The kid that called 911 didn't want to tell the dispatcher that he accidentally shot his friend with his dad's unsecured forty-five.
The kid that was shot did survive but a lot of us first responders felt absolutely horrible for not responding quicker. Had the information given to the dispatcher been complete or had she been able to elicit more information from the kid, the response would have been so much faster than a response for vague 'stomach pain.' We were never able to get any follow up on the situation because it involved minors and was quite possibly a crime."
"I'm a 911 dispatcher in VA. A passerby called about a man sitting on a curb looking lonely. No description of the male and no legit location.
Caller: 'I’m sitting at an intersection here in town and I saw this guy...'
Me: 'Okay sir, did the man appear to be in distress or suspicious in any way?'
Caller: 'No I don’t think so, but he seemed really lonely.'
Me: 'Uhhh... do you want me to send a unit to check his welfare?'
Caller: 'Yes please. I mean it may be nothing or he may be thinking about running into traffic and I think someone should talk to him.'
Me: 'Do you remember where you saw him?'
Caller: 'No, on a curb near my family member’s house.'
Me: 'Hmmm okay, what’s that address?'
Caller gives the address.
Me: 'Any idea where in relation to the house?'
Caller: 'No, all the streets here look the same. I’m from out of town.'
Me: 'Do you have a description of the male? Is he white, black, or hispanic? What he is wearing?'
Caller: 'No, I didn’t look at him really, I just drove by and he looked lonely...'
Me: bashes head against console."
"I'm a 911 operator, but a coworker took the call. It went something like this:
'911, where is your emergency?'
'(Caller provides address)' and then BANG.
The guy shot himself in the head behind the barn and wanted first responders to find him before his family did. She said she stayed on the line and listened to him gurgle and struggle to breathe for a few minutes until EMS arrived."
"I heard of a case where a domestic violence victim called emergency and it went somewhat like this:
'911 what's your emergency?'
'Hi I'd like to order pizza.'
'You realize you've called 911?'
'Yes, can I get a Super Supreme.'
The 911 operator realizes what's going on
'Are you under duress and unable to speak but you need police help?'
'Yes that's right. My address is X. How long until the pizza arrives?'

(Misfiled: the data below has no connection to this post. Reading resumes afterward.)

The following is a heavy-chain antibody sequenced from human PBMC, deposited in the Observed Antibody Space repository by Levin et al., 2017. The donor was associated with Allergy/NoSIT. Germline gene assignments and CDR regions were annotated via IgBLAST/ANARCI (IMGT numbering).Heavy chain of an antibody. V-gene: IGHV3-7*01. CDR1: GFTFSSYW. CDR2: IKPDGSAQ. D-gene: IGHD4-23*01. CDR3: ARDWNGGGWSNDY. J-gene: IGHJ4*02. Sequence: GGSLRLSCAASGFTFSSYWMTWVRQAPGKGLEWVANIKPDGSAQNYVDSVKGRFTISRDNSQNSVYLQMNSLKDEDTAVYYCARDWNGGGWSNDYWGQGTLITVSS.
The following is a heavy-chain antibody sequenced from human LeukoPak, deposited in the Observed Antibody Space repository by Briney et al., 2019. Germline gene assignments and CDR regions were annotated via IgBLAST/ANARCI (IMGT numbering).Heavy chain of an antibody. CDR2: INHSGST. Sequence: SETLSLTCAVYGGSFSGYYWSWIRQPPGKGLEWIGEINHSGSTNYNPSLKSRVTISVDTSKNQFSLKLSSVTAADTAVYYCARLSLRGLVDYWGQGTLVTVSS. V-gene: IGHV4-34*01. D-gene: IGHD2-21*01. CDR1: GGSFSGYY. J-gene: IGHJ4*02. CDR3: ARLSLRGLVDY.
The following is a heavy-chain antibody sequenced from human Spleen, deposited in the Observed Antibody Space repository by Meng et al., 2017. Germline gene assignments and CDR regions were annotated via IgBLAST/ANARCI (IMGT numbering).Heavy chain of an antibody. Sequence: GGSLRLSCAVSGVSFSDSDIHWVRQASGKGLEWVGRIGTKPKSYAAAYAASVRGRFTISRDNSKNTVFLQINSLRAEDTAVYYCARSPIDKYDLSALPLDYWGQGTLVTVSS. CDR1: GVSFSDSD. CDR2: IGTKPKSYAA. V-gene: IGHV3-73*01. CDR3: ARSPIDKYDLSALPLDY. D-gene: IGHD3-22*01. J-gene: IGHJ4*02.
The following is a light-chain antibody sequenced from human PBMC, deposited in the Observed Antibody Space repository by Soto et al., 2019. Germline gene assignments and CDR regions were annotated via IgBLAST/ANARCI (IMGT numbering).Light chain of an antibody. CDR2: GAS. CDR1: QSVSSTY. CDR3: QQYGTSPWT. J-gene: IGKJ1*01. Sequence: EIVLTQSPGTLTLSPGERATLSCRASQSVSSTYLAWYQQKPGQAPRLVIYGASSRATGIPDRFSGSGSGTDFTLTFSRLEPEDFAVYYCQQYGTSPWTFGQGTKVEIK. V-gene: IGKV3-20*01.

The pizza didn't show but cops did, and the abusive boyfriend was separated from his knife."
"I'm in the Army and work as a dispatcher on post.
Me: 'What is your emergency?'
There was silence but then sounds of breathing on the phone.
Male: 'I need you to send Special Forces to my house because my mom took something and isn't acting herself.'
Me: 'Sir, what is your address and number?' (we actually have a computer that tells us but we double check incase of faulty system)
Male: 'I can't give you that information. Special Forces is coming for us.'
Me: 'Sir, tell me about your mother, in what way is she not “acting herself”?'
Male: 'You already know. You can see it on your computers can't you? Where is my mom?'
Mind you, the male sounds to be in adulthood and with very slow, slurred speech.
Me: 'Sir, you just said she wasn't acting herself, so how do you even know that but ask me where she is?'
Male: 'Who? Special Forces already know.'
He hangs up.
I tried to call back but got no response. The caller wasn't even on post. Since it wasn't even close to our base, we had to pin point the location and inform the department that controlled his specific area. We aren't told what happens in the end."
"Some girl calls saying her car was stolen. I'm asking questions. I ask which direction she last saw it headed. She says, 'We're passing Northern Blvd now.'
I ask if she's in the car and she says yes. Stolen car call is now a kidnapping call. I'm asking her more questions, police are scrambling. I then her hear say, 'Slow down babe you're scaring me.'
Kidnapping call has now de-escalated to an angry girlfriend call. Police still find them and make sure everything's ok."
"My mom was a dispatcher for 20+ years. The eeriest call she ever told me about was one that started off with no voice, only breathing. She kept asking yes or no questions, working out a system to guess what was going on. Eventually he could talk a little bit and said the person who hurt him was still there, so the officers went in, weapons drawn. He'd said the person was there but hadn't specified that they were dead.
Turns out the guy couldn't talk because his throat was sliced open, which he had done to himself. He did it to make it look like his wife, whom he had just murdered, had attacked him first."